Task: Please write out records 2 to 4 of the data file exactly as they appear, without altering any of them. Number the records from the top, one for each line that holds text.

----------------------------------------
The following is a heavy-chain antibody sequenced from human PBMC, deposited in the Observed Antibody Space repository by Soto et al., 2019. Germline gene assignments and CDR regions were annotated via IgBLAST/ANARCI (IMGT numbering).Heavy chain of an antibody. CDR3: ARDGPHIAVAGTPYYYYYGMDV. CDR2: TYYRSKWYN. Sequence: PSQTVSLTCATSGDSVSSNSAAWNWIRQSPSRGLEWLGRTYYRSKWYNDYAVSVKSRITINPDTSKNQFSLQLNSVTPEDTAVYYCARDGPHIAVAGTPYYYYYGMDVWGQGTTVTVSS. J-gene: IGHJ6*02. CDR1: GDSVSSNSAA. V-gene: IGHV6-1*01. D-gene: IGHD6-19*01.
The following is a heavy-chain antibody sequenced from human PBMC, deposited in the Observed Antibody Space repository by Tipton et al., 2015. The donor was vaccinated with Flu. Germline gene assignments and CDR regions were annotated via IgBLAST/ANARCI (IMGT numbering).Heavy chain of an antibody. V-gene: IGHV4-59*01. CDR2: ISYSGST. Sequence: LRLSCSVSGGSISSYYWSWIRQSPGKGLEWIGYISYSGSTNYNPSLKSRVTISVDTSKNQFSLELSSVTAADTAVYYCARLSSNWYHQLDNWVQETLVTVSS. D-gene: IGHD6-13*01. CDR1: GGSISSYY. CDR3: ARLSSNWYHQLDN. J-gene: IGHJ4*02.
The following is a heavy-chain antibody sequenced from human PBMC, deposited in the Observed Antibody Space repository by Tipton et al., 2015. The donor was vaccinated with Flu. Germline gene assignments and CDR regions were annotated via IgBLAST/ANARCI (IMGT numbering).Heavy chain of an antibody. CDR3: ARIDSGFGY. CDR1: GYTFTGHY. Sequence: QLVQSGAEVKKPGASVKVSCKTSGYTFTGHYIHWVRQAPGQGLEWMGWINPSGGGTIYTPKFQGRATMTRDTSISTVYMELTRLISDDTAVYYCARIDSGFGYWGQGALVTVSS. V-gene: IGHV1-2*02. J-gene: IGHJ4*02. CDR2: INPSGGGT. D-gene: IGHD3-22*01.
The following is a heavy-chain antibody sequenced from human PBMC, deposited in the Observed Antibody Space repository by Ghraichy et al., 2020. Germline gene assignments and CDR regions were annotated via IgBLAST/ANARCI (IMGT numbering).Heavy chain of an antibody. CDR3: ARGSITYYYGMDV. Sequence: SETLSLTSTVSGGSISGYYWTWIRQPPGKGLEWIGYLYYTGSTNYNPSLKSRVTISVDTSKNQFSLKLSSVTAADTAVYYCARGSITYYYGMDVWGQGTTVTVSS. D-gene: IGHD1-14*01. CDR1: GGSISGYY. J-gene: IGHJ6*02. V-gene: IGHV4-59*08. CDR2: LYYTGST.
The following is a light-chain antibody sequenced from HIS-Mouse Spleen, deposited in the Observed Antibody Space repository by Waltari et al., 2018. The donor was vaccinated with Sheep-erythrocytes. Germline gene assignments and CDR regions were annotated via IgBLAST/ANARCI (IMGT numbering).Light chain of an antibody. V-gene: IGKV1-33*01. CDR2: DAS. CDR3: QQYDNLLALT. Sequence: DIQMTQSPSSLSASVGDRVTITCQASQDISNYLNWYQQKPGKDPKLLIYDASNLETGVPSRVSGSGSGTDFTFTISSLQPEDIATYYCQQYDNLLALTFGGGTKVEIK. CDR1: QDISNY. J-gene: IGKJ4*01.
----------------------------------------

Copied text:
The following is a heavy-chain antibody sequenced from human PBMC, deposited in the Observed Antibody Space repository by Tipton et al., 2015. The donor was vaccinated with Flu. Germline gene assignments and CDR regions were annotated via IgBLAST/ANARCI (IMGT numbering).Heavy chain of an antibody. V-gene: IGHV4-59*01. CDR2: ISYSGST. Sequence: LRLSCSVSGGSISSYYWSWIRQSPGKGLEWIGYISYSGSTNYNPSLKSRVTISVDTSKNQFSLELSSVTAADTAVYYCARLSSNWYHQLDNWVQETLVTVSS. D-gene: IGHD6-13*01. CDR1: GGSISSYY. CDR3: ARLSSNWYHQLDN. J-gene: IGHJ4*02.
The following is a heavy-chain antibody sequenced from human PBMC, deposited in the Observed Antibody Space repository by Tipton et al., 2015. The donor was vaccinated with Flu. Germline gene assignments and CDR regions were annotated via IgBLAST/ANARCI (IMGT numbering).Heavy chain of an antibody. CDR3: ARIDSGFGY. CDR1: GYTFTGHY. Sequence: QLVQSGAEVKKPGASVKVSCKTSGYTFTGHYIHWVRQAPGQGLEWMGWINPSGGGTIYTPKFQGRATMTRDTSISTVYMELTRLISDDTAVYYCARIDSGFGYWGQGALVTVSS. V-gene: IGHV1-2*02. J-gene: IGHJ4*02. CDR2: INPSGGGT. D-gene: IGHD3-22*01.
The following is a heavy-chain antibody sequenced from human PBMC, deposited in the Observed Antibody Space repository by Ghraichy et al., 2020. Germline gene assignments and CDR regions were annotated via IgBLAST/ANARCI (IMGT numbering).Heavy chain of an antibody. CDR3: ARGSITYYYGMDV. Sequence: SETLSLTSTVSGGSISGYYWTWIRQPPGKGLEWIGYLYYTGSTNYNPSLKSRVTISVDTSKNQFSLKLSSVTAADTAVYYCARGSITYYYGMDVWGQGTTVTVSS. D-gene: IGHD1-14*01. CDR1: GGSISGYY. J-gene: IGHJ6*02. V-gene: IGHV4-59*08. CDR2: LYYTGST.